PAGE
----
I miss my little nurseling. Now I have to remind myself to find other ways to continue bonding with him (we've been reading a lot more books together lately, which is a good thing). He's healthy and happy, and that's what matters.
    ~Sylvia~

    Wife to Nick, m. May 2005

    Mommy to Gabriel (b. January 2007, 8lbs. 15oz.), nursed 18 months.

    Isaac (b. August 2009, 9lbs. 1oz- naturally), nursed 22 months, through PPD/PPA and emergency gallbladder surgery.

    and Corban (b. March 2012, 11lbs. 6Oz.- naturally in the water), my NICU baby, still nursing strong at age 2!


    Daughter of God

  5. #5
    Join Date
    Mar 2007
    Posts
    332

    Default Re: It feels so wierd to post here, but....

    'Mothering your nursing toddler' has also many suggestions for gradual weaning.
    My other thought is that since you never know how long it's going to take to conceive again, one option might be to start the weaning process very gradually (say with the nursing sessions that are least important to your DD), and see how it goes. Remember that most children (I think nearly 70% in one study cited in the book above mentioned) wean themselves during pregnancy, so if you become pregnant and DD is still nursing, the changes brought on by the pregnancy may (or may not) accelerate the weaning process without you having to do much about it.

    Quote Originally Posted by @llli*Caseytf View Post
    I've thought about it a lot and I feel like it's time to wean my DD. She turned 2 the beginning of last month and DH and I just started TTC our second. I know a lot of women nurse throughout their pregnancies and even tandem nurse, but I would personally rather have her weaned within the next few months. I just don't even know where to begin and how we're going to do it. She is such a boobie girl and always has been a huge comfort nurser. I've been doing the whole "Don't Offer, Don't Refuse" for a good year or so now and it's safe to say that this method is not working for us. People have told me just to tell her no and not give it to her, but I know she'd absolutely freak out and with good reason too. She's had boobie everyday of her life so I really don't want to just cut her off all of a sudden.

    Anyone have any advice? I don't regret nursing her this long at all and am glad that I did it, but at the same time I feel like we're kinda screwed when it comes to stopping now

  6. #6

    Default Re: It feels so wierd to post here, but....

    I have no advice - just sympathy and commiseration. My son is just over two, and I would LOVE to be done nursing, but don't see it happening any time soon. My biggest problem is night nursing, we haven't night weaned and I think if I could get that accomplished, then the day time nursing would fade away on it's own.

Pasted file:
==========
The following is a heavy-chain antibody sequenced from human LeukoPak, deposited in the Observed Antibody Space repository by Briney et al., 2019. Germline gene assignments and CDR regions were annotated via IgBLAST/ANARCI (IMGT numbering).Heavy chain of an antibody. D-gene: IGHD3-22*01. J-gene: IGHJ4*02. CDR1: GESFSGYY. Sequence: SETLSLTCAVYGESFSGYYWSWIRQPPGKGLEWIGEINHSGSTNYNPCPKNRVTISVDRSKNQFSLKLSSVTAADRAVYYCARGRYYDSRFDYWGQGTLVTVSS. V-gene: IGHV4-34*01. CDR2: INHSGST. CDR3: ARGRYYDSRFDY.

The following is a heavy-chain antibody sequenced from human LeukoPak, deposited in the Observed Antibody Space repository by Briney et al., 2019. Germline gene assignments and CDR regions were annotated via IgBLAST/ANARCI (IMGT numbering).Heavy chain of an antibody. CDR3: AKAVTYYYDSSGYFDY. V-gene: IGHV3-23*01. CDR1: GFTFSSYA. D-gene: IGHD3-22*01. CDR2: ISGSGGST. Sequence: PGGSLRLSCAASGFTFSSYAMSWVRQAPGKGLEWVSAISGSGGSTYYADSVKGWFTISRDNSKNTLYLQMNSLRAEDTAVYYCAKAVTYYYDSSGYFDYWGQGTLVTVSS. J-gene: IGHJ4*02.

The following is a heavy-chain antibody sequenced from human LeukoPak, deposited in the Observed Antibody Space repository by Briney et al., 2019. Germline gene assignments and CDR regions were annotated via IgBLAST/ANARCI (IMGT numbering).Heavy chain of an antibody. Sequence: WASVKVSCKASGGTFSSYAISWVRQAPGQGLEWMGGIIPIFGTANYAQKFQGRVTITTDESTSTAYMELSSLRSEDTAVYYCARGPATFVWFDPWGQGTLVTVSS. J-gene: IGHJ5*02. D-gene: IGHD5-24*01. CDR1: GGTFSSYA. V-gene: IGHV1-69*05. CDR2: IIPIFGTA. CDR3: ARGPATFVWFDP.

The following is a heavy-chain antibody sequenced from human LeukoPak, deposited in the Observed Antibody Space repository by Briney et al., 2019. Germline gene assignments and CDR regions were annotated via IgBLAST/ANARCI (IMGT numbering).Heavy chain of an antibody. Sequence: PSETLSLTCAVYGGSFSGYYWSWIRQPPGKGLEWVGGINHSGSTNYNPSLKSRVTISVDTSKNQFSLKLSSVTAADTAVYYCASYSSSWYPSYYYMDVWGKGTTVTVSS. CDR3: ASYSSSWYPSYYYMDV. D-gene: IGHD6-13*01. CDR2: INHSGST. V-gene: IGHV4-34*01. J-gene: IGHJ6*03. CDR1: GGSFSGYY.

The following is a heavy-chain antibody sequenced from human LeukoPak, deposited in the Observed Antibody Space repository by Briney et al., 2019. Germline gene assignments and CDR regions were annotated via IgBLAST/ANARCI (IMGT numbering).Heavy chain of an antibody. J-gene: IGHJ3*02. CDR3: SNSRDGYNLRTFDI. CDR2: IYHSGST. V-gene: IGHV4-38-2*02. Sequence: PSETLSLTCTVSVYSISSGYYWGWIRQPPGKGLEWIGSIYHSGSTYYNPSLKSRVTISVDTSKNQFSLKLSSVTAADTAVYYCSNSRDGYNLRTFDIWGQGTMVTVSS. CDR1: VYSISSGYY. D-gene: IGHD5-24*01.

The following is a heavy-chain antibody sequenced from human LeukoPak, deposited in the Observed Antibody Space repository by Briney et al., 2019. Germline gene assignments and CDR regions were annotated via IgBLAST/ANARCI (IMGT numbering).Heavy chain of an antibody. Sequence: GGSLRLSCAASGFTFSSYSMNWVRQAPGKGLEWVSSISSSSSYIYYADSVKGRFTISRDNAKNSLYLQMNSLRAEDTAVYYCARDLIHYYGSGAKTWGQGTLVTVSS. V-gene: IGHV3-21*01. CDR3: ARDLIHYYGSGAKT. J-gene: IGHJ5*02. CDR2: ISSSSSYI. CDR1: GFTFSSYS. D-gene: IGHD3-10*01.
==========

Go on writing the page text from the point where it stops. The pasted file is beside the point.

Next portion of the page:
Melissa
    Mom to Jessica (2/7/03) breastfed for 8 months
    Sam (7/6/06) breastfed for three years, five months, two weeks and three days (not that I was counting or anything :-)
    Julianna (4/29/10) struggled thru nursing strike, nipple confusion, thrush, multiple cracks and fissures, a staph infection and then another bout of thrush, but happily nursing away
    www.cohenfamily-melissa.blogspot.com

  7. #7
    Join Date
    Jul 2008
    Location
    Louisburg, NC
    Posts
    28

    Default Re: It feels so wierd to post here, but....

    At 15 months my daughter actually "forgot" one morning (this was our biggest feeding) and didn't ask to nurse so I took her cue and figured she was ready to stop. I distracted her when she would ask. The next couple of days she would get a little upset when I said no but I would distract her with a "treat." She handled it much better than I thought - the emotions were more on my side than hers. It was very hard to say No because I loved nursing her - it was our special time. But if she actually was so distracted that she didn't ask to nurse at one of her most important times I figured she was getting older and didn't have the need anymore.

    I think the key is gradually taking away one or more of the lesser feedings like Molly said. Then when she asks for a feeding at one of the times you have decided to cut off, giving her a small treat might help the process. Consistency is key. I almost broke down and nursed Adria again but I knew I would send mixed signals and it would be harder and harder to stop.

    I wonder if in the process of trying to wean her you reinforced the idea that she will be a big sister soon and the new baby will need mommy's boobs for milk. She might respond to that. What do you think?

    Hope it helps!
    Peggie
    ~~~~~~~~~~

    Ask me about BELLY BUTTON RINGS to use during your pregnancy to protect your PIERCING!

    ~~~~~~~~~~

    Married to an amazing man and friend, Anthony - 4/10/04

    Mother to Adria - a home-birthed , breastfed, hazel-eyed smoocher! 12/21/05